Whatever your profession, its unlikely you know everything about every part of your sector.
A GP, knows stuff a Brain Surgeon doesn’t and a Primary School Teacher knows things a Sixth Form lecturer doesn’t, and so on.
The same applies to accountancy, I like to think that I do what I do very well. At the same time I would never profess to knowing a great deal about Pension Fund and Charity accounting. Nor am I best the best person to ask about International Auditing Standards.
I am good at small business accounts and offering advice on how to manage the finances of a business more effectively. I can also help individuals and business owners to pay less tax by making them aware of areas of tax legislation that they can take advantage of.
So to the accountant who offered this advice to their client, regarding this spreadsheet;
The spreadsheet calculation you have attached is for use by a self employed individual.
You and XXXX are directors and employees of XXXXXXX and as such not entitled to claim the same expenses as the spreadsheet suggests. We would put in a nominal charge to cover costs for working from home but it cannot be excessive.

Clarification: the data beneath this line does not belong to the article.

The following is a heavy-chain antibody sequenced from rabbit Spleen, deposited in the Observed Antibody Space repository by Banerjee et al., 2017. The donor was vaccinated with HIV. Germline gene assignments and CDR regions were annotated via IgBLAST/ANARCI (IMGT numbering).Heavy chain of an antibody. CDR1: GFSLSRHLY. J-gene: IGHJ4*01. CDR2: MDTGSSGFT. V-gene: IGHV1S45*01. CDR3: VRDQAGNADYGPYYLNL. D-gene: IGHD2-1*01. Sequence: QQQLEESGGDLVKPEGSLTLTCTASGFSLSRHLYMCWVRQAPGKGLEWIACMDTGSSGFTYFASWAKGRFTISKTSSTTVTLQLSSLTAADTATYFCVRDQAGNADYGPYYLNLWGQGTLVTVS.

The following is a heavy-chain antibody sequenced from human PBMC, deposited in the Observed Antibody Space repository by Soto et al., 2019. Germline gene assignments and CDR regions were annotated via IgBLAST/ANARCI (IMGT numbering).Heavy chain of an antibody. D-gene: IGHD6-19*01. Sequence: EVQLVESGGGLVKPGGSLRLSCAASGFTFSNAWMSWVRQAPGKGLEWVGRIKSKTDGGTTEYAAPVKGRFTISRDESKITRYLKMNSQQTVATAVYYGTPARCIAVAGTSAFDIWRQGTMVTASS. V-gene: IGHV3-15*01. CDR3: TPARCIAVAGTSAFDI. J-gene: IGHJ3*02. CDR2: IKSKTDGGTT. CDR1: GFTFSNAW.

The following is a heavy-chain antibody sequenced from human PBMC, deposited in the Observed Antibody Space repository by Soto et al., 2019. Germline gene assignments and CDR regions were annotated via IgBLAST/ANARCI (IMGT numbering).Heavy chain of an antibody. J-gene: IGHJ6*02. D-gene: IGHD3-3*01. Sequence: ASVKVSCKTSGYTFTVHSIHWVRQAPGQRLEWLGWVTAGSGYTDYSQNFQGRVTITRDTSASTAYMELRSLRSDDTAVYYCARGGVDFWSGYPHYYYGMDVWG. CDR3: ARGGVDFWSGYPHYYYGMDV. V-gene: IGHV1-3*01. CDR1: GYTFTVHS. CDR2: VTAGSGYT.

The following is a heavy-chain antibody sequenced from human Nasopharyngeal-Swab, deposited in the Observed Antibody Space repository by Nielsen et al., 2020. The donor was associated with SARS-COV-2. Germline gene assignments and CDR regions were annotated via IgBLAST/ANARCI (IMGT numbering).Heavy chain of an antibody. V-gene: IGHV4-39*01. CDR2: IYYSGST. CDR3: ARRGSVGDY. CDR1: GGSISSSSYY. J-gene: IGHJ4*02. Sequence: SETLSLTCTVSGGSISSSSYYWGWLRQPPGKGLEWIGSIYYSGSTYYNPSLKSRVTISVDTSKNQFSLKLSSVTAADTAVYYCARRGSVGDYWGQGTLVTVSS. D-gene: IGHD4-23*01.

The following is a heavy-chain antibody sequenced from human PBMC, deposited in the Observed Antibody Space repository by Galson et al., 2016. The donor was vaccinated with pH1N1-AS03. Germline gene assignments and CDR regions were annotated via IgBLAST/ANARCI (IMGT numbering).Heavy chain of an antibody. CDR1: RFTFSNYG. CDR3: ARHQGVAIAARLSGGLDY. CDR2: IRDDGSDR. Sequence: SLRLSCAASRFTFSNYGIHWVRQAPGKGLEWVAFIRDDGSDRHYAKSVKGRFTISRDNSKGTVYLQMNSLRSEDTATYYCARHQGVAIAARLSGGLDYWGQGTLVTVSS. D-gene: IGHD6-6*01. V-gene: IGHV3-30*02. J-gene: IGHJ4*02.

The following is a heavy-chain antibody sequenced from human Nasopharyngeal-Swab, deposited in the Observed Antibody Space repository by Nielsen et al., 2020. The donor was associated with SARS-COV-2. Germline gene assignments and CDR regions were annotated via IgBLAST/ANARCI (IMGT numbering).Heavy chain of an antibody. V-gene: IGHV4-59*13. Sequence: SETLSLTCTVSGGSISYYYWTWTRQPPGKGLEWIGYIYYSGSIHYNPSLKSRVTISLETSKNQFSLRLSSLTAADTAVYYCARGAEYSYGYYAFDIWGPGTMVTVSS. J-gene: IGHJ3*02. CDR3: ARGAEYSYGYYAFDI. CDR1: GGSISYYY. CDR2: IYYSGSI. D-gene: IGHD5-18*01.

However, when claiming for use of home as office, the self employed run the risk of a charge to capital gains tax when selling their private home, as they have effectively deemed part of it as business use and not PPR.
…please carry on giving your clients poor advice in areas where you obviously don’t know very much as it means more work for me!
So, just because your accountant is good at one thing, don’t assume he or she knows everything and make sure you pick one who is right for you and your business.